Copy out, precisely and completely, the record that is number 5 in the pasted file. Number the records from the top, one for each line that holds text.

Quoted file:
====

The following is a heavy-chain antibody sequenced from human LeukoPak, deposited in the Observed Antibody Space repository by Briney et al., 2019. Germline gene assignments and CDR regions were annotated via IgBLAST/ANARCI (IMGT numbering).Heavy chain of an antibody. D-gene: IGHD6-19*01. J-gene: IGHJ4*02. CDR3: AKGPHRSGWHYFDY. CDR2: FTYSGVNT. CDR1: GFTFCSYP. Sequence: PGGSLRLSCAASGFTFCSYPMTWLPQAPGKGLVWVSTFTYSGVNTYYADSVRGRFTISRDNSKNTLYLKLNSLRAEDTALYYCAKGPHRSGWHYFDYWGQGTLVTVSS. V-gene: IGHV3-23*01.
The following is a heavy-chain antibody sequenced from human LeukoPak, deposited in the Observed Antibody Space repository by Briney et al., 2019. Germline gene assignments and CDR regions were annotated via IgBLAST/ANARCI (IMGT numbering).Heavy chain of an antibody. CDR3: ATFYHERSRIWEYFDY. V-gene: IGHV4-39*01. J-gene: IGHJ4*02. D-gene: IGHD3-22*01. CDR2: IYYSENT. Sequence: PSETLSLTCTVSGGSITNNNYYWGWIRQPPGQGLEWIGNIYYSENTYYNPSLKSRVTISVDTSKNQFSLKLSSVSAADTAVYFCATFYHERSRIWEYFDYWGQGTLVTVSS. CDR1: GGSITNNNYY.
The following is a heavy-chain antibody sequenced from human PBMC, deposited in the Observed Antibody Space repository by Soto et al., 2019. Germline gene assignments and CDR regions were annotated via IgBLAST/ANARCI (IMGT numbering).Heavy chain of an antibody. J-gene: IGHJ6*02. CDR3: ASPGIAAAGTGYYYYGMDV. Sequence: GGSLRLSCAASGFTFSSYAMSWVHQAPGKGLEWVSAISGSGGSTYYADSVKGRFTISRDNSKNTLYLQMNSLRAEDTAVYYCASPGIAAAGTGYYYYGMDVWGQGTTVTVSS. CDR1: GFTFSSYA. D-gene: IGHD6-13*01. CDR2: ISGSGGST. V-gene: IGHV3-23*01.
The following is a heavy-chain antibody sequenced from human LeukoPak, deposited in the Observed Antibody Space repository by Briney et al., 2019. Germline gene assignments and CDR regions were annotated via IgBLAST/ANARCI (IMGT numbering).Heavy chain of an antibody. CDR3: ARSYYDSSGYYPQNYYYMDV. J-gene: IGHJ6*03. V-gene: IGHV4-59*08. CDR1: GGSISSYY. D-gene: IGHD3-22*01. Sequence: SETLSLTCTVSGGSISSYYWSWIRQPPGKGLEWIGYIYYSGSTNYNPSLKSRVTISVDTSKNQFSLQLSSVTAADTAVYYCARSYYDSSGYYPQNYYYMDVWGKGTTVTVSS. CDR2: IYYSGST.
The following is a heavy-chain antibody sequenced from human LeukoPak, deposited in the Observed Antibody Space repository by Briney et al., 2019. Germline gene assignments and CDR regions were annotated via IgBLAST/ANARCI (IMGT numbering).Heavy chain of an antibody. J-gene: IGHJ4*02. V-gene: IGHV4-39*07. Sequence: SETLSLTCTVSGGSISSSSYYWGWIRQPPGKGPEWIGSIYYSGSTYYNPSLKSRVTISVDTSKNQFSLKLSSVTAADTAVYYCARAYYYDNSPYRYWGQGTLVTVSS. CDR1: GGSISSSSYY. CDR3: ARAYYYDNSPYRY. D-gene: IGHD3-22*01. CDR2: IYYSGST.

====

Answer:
The following is a heavy-chain antibody sequenced from human LeukoPak, deposited in the Observed Antibody Space repository by Briney et al., 2019. Germline gene assignments and CDR regions were annotated via IgBLAST/ANARCI (IMGT numbering).Heavy chain of an antibody. J-gene: IGHJ4*02. V-gene: IGHV4-39*07. Sequence: SETLSLTCTVSGGSISSSSYYWGWIRQPPGKGPEWIGSIYYSGSTYYNPSLKSRVTISVDTSKNQFSLKLSSVTAADTAVYYCARAYYYDNSPYRYWGQGTLVTVSS. CDR1: GGSISSSSYY. CDR3: ARAYYYDNSPYRY. D-gene: IGHD3-22*01. CDR2: IYYSGST.